Gold star mothers, POWs among those recognized at ceremony

“The last thing we said to each other was I love you and talk to you later and I didn’t know that was the last time that we would have said I love you,” remembered Eula Morris.

Eula and Carson Morris’ son, Staff Sgt. Carson Morris, was killed in 2011.

“He served this country all over the world and nothing happened to him, and then four days after coming back from the U.S. he was killed,” Eula said.

The Freehold resident was killed instantly by a hit and run driver near Fort Bragg, where he was stationed. In an instant Eula became a Gold Star Mother.

“I won’t wish this on anyone,” she said.

The family came from Barbados in search of a better life. Staff Sgt. Morris spent more than 17 years in the Army.

“Well, when you get up and brush your teeth and eat breakfast every day you have to remember freedom isn’t free and people have sacrificed for your freedom and the best way that you can honor them is to remember them.”

“We have to support the decisions our children make. They’re doing something they love, because my son loved being in the military,” Eula said.

Eula has found comfort in the Department of New Jersey American Gold Star Mothers. The organization’s mission is to find strength in the fellowship of other Gold Star Mothers who strive to keep the memory of their sons and daughters alive. They do this by giving back to veterans, wounded warriors and their families by educating school children about the sacrifices our service members make and more.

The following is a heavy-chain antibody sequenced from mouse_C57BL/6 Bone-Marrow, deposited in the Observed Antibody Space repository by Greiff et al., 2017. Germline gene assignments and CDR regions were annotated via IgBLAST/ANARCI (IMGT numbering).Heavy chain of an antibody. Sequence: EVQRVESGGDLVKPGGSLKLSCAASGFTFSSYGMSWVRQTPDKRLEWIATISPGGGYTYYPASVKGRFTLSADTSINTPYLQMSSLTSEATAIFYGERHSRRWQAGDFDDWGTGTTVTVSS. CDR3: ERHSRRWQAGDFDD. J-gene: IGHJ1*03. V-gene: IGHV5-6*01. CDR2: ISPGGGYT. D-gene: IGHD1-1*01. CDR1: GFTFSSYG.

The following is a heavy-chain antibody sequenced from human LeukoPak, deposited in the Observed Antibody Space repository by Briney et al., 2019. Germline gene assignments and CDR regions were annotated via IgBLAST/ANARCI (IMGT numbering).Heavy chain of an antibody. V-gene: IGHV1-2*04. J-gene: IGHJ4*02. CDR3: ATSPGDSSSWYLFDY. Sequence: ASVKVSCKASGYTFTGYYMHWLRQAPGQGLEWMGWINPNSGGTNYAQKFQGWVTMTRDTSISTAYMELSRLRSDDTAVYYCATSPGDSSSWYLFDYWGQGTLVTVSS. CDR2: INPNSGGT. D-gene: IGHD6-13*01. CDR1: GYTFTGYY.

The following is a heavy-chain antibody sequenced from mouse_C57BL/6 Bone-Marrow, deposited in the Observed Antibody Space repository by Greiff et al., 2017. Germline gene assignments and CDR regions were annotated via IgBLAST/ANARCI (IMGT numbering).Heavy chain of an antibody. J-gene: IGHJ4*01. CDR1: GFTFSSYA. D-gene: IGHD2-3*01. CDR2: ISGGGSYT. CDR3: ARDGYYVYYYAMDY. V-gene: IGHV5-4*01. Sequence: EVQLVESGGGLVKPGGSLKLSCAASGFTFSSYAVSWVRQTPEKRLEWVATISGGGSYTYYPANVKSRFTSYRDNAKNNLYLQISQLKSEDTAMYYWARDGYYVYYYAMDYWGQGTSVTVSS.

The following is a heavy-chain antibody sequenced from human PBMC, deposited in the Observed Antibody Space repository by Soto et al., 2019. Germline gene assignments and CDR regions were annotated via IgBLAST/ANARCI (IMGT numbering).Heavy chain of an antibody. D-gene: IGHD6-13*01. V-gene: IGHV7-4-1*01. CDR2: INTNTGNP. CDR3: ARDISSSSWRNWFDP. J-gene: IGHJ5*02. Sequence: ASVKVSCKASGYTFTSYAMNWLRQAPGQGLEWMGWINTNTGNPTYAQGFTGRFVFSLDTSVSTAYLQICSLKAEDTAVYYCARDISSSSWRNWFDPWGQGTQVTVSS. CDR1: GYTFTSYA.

The Morris family hopes to one day establish a fund to honor Carson, who they affectionately called Junior. Friday morning at the New Jersey Vietnam Era Museum and Educational Center the family paid tribute to their boy. Prisoners of War, those Missing in Action and other Gold Star Mothers were also recognized at Friday’s ceremony.

“Well, when you get up and brush your teeth and eat breakfast every day you have to remember freedom isn’t free and people have sacrificed for your freedom and the best way that you can honor them is to remember them,” said Carson’s father.

“It isn’t a day that we don’t remember him, at every meal he’s at the dining room table, his picture’s at the dining room table at every meal,” said Eula.

His dad says he misses everything about his son. Carson left behind a wife, five children, both parents, siblings and other family members.

“It really saddens me because he didn’t get to see his daughters, his children graduate from high school into college,” Eula lamented. “He won’t be able to walk his daughter down the aisle.”

Though he’ll continue to live on in their hearts and minds, forever.